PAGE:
Gone in Six Seconds

I don’t know what kind of courses they offer at Newcastle University, but experts there announced this week that it’s possible to guess all the details necessary to crack your credit card security in under six seconds, using a laptop and an internet connection.

They’ve developed a technique called Distributed Guessing Attack, which feeds the card number simultaneously into hundreds of websites and guesses the remaining details until it strikes lucky by a process of elimination – something which usually takes around six seconds. The researchers found that some credit card companies did not have systems in place to detect multiple high-speed attempts.

Each website allows often up to 20 attempts at inputting the required data, and by using up these guesses on each site, the DGA software is able to very quickly piece together the required information. Added to that is the fact that different sites often ask for different info, so the cyber thief can piece it all together even faster.

There is some speculation that an attack of this type was used to hack the details of 9000 Tesco Bank customers in early November.



Going, Going … Almost Gone

It was reported this week that a retired businessman, Minh To, found to his surprise that his half-million-pound house was up for auction on the property sales website, RightMove. If the man’s daughter, an estate agent, hadn’t called him only a few days before the sale to ask where he was moving, he might never have discovered the scheme.

Greater Manchester Police traced four men who had raided Mr To’s postbox for utility bills and used them to forge his signature and transfer the deeds of the house into their ownership. This was possible because Mr To had paid off his mortgage, otherwise the agreement of the bank involved would have been required.



New Money

Back in September, a new polymer £5 note was launched in the UK, with Sir Winston Churchill on the reverse. The new note was designed to be more robust than the previous paper versions, but it hit the news this week when a vegetarian café in Cambridge refused to accept the new note as it contains animal products.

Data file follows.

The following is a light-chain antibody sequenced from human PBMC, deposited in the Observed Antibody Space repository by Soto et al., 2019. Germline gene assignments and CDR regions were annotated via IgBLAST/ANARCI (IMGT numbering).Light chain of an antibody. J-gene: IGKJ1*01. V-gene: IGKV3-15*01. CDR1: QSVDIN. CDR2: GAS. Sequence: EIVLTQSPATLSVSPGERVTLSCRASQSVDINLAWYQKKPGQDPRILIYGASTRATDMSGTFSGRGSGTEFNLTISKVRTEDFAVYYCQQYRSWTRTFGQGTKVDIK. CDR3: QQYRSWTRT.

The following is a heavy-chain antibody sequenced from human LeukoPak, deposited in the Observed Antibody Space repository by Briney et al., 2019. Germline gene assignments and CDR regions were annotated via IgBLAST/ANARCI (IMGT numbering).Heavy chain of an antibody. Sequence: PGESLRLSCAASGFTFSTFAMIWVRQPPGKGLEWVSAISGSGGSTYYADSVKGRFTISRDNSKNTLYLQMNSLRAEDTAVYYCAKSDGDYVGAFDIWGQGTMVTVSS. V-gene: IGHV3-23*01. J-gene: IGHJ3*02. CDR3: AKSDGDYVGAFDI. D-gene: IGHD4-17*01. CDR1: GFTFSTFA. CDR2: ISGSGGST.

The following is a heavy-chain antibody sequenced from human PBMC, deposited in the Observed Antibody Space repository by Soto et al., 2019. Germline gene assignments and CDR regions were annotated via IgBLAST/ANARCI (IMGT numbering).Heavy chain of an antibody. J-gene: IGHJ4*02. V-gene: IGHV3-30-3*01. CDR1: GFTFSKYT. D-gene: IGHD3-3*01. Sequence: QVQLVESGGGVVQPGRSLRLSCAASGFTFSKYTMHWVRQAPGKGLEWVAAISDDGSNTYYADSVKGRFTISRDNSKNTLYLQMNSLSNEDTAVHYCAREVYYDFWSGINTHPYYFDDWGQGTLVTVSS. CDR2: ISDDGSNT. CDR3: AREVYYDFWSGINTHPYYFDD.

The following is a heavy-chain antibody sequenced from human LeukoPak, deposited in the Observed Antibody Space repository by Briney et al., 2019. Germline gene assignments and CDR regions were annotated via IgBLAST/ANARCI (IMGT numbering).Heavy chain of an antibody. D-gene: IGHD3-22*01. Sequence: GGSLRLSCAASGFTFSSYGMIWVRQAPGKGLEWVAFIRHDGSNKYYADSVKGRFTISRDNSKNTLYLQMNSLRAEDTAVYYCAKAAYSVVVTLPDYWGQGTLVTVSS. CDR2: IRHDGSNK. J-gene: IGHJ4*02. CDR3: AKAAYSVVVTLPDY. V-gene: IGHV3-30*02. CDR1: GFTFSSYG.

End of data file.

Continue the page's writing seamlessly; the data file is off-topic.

An online petition has already been launched in response to an outcry by vegans, vegetarians and some faith groups, when it became known that the new fiver contains tallow, a form of rendered fat from either cows or sheep.

The Australian inventor of the process commented that the fuss was “absolutely stupid” although the Bank of England claims it’s looking for a solution. Singer Morrissey, meanwhile, has suggested that people donate their own bodies after death to be used in the production process …



Not All Bad News

In keeping with the ‘leave ‘em laughing’ tradition of British news reports, my final piece is about Craig Vaughan, a farmer in Teesside, whose Cocker spaniel, Dora, was stolen along with her five puppies, while Mr Vaughan was busy milking his cows.

Mr Vaughan appealed for help on social media tracing the dogs, and the news was shared up and down the country. His hope was that it would be publicised enough to make it almost impossible to sell the pups.

And on Wednesday, he announced that a third party had intervened and managed to get the dogs back on his behalf.